MORGAN NICK FOUNDATION: LOVE ALWAYS HOPES (Part 4: Runway Children Are Usually Conned to Human Sex Trafficking)

84bb6c451724b920729bf7213ef3efabToo often the term “Runaway Child” is viewed negatively upon the child. Too many adults may perceive the runaway as a child who just cause problems. That is a major problem that has to be stopped, according to Genevie Strickland, Case Manager/Director of Education for the Morgan Nick Foundation.

“It’s a real problem we see in society that a ‘runaway’ usually has a negative connotation,” she said. “What we really want to get across to people is that, yes, a child may have runaway, but what we usually see is the reason they runaway has something to do with what they did on the internet. Which means that often times it is a predator that has lured that child away under false pretenses.”

That can include juveniles who are also victims of Sextortion.

“Maybe they’ve been Sextorted and they’re scared to death and don’t know how to get out of it,” Strickland said. “Maybe they think they can get out of it by meeting [the blackmailer].”

According to the International Labor Organization, there are 20.9 million victims of human trafficking globally, with hundreds of thousands in the United States. Human trafficking victims have been identified in cities, suburbs, and rural areas in all 50 states, and in Washington, D.C. (

“The average age of a victim of human sex trafficking is 12,” Strickland said. “On average within 3 days after a child becomes a runaway, they are sexually assaulted in some way and over 5,000 runways a year in the U.S. are killed.”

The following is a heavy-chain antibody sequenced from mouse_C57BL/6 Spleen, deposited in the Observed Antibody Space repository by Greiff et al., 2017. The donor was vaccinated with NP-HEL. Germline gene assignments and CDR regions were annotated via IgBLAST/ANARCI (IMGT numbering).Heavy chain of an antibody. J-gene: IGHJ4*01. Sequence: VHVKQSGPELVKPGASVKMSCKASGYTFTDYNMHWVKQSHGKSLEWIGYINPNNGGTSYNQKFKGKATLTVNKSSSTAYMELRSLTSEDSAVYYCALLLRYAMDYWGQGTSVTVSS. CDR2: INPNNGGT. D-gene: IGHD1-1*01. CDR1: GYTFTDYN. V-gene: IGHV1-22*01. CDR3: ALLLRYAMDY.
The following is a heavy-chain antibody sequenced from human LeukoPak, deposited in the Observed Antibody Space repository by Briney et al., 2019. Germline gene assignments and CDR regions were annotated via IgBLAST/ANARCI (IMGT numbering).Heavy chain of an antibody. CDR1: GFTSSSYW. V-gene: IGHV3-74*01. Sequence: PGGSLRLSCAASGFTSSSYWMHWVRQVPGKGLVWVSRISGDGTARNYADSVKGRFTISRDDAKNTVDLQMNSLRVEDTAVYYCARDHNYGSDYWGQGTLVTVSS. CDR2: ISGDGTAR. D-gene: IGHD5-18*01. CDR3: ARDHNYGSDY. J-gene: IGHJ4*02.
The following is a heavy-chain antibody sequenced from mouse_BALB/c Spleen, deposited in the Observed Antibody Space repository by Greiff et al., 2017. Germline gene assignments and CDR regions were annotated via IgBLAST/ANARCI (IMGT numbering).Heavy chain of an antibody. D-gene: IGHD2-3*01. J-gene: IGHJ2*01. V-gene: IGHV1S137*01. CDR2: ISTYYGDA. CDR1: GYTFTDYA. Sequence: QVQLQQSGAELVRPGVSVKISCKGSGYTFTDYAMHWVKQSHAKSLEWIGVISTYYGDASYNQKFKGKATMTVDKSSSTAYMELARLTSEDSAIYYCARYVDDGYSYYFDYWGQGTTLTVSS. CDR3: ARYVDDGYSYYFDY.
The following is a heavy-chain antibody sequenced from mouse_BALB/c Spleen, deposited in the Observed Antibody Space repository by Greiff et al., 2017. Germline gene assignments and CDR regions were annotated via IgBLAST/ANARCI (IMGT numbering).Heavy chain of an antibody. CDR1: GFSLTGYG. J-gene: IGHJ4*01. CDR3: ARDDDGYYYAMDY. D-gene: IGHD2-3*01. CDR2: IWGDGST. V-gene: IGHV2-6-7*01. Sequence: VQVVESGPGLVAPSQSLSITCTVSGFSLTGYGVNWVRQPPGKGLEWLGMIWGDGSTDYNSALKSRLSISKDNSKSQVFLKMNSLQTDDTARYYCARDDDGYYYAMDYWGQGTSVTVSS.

The next time a runaway child is reported, please don’t be dismissive. Strickland said regardless of what reason a child has runaway from home, “they are still a child.”

Here are Runaway Prevention Tips For Parents provided by the Morgan Nick Foundation:

  • Pay Attention – Listen when your children are talking with you. Don’t just nod your head while you’re watching television, reading the paper, or using your computer. Don’t just pretend to listen to them. Kids know the difference!
  • Give Respect - Acknowledge and support your child’s struggle to grow to maturity. Understand Your Child - Try to sympathize with what your kids are going through. Look at life – at least occasionally – from their point of view. Remember that when you were their age, your ideas seemed to make sense to you.
  • Don’t Lecture -- Everyone hates to be lectured, especially teenagers. We all respond more favorably to clear information and direction, when we know that the questions we ask will be answered and respected.
  • Don’t Label - Useless labels will only confuse the real issues that you wish to address.
  • Discuss Feelings - Talk about what it feels like to be a parent. Share with your child the things you need from him. Encourage him to talk about his feelings, too. When parents share their feelings, children know it’s safe to share their own.
  • Create Responsibility - Give your child choices, not orders. Help her to understand the consequences of her actions. When punishments need to be administered, try asking her what she thinks would be appropriate. Make sure the punishment fits the "crime" and is consistent with other actions you’ve taken.
  • Administer Positive Praise - Describe your child’s positive and negative behavior and how it

affects others. Be specific and give praise to reward good behavior. Positive behavior acknowledged is positive behavior repeated. Try to praise your child than you criticize.

  • Stop Hassling - Asking too many questions often shuts off information. Give your child the opportunity to volunteer her thoughts and feelings, while you show a sincere interest, without probing.
  • Don’t Always Give The Answers - You want your children to be able to find their own answers

or solutions to problems. You can help this by not giving them the answers all the time. Instead, discuss options. Play "what if" to help them develop problem-solving skills.

  • Use Team Work - Work together with your child to lay out the problems and find mutually agreeable solutions


For more information and safety tips, visit

Runaway Prevention Tips For Parents